ACLU unhappily files congressional challenge aiming for 2024, instead of 2022
File photo of early voters at the Franklin County Board of Elections to early vote in 2020. Photo by Marty Schladen, Ohio Capital Journal.
“Nobody is happy with where we find ourselves today.”
That’s how the ACLU and League of Women Voters feel about filing a lawsuit on congressional maps, but not because they don’t want to fight.
The newest lawsuit, unlike the one filed on behalf of Ohio voters by the National Redistricting Action Fund, requests that problems they see in the most recent congressional map adopted by the Ohio Redistricting Commission be remedied in time for the 2024 election cycle.
The league, a non-partisan group focused on voting rights in the state, said they aren’t focused on the 2022 election in this case because there is simply no time for true results.
“While we do have serious concerns with the constitutional violations in congressional districts one and 15; still, at some point soon, an election will be held,” said Freda Levenson, legal director for the ACLU of Ohio, in a statement announcing the new lawsuit. “Whether it is held May 3 or at some later date, it is approaching soon and voters in Ohio are entitled to an orderly election.”
The lawsuit argues that the congressional plan violates the redistricting requirements of the Ohio Constitution, specifically by splitting Democratic voters in Franklin County, having “submerged” Dem precincts on the edge of Columbus into District 15, west of the city. The map also “diluted a Democratic stronghold” in Hamilton County around Cincinnati by adding it to Warren County.
Later in the day, the ACLU and the LWV sent out a follow-up statement to their lawsuit announcement, after a day of criticism for not continuing the fight for 2022.
“While we would prefer that all of us could stand together in this legal strategy, we affirm that voters are our priority, and we have not given up,” the ACLU stated in a Wednesday afternoon press release.
The state constitution’s provisions regarding redistricting say that, if the Ohio Supreme Court invalidates a congressional map, the General Assembly has 30 days to come up with a new map, and if they can’t, the Ohio Redistricting Commission gets another 30 days to try its hand at it.
Because of the 60-day process, the ACLU said unless the primary election is “radically moved … relief for elections starting in 2024 is the best that is possible.”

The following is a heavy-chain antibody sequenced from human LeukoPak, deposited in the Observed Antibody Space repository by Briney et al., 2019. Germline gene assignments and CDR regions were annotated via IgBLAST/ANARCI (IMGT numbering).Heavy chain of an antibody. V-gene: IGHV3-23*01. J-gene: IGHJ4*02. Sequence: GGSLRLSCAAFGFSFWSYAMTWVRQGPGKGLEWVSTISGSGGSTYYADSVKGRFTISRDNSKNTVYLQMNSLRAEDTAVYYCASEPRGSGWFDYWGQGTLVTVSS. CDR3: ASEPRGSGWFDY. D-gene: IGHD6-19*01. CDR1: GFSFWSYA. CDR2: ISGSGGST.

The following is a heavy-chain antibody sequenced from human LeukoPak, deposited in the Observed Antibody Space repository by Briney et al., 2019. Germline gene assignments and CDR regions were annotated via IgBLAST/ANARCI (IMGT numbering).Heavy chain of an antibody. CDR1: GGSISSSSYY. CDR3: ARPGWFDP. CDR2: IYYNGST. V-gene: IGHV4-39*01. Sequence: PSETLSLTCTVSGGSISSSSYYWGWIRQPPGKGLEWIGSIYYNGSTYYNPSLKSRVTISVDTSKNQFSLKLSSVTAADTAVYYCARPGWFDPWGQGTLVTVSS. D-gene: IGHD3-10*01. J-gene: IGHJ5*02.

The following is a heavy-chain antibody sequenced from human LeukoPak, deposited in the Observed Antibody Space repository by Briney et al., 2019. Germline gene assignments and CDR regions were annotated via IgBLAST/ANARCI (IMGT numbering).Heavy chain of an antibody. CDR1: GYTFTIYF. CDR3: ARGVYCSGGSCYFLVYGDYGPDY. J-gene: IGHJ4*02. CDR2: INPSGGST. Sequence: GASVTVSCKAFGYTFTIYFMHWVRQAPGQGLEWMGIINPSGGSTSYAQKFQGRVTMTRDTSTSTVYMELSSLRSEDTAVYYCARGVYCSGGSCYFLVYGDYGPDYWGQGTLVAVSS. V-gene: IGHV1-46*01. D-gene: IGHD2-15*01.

This shortened timeline for redistricting isn’t arbitrary, the plaintiffs say, and is a strategic move by the GOP to control the process.
“This escalating crisis was manufactured for the purpose of running out the clock,” according to the ACLU.
Also on Wednesday, Secretary of State Frank LaRose officially sent a directive to county board of elections saying legislative races will not be included in May 3 primary races. The directive came because legislative maps were rejected by the Ohio Supreme Court for the third time, and have yet to be revised by the ORC.
LaRose was awaiting a decision by a U.S. District Court, who is currently considering a lawsuit by GOP voters, who wanted to see the Statehouse district process taken out of the hands of the state’s highest court, and hope a three-judge federal court panel will force the state to use the rejected maps for the primary election.
The court is set to meet on Friday to discuss the case, but no rulings were released on Wednesday. LaRose said that forced him to cut the legislative races from upcoming ballots.
Republicans have said lawsuits against the congressional map are attempting to relitigate settled cases, and to push the Ohio Supreme Court to push through a more Democratic map than would be constitutional.
They deny that their strategy has been anything other than drawing constitutional maps, continually blaming delays in the 2020 U.S. Census for the narrowed timeline of the redistricting process as a whole.
The responses from LaRose, Senate President Matt Huffman and House Speaker Bob Cupp, all members of the Ohio Redistricting Commission, were the same as those submitted in response to the lawsuit filed by the NRAF.
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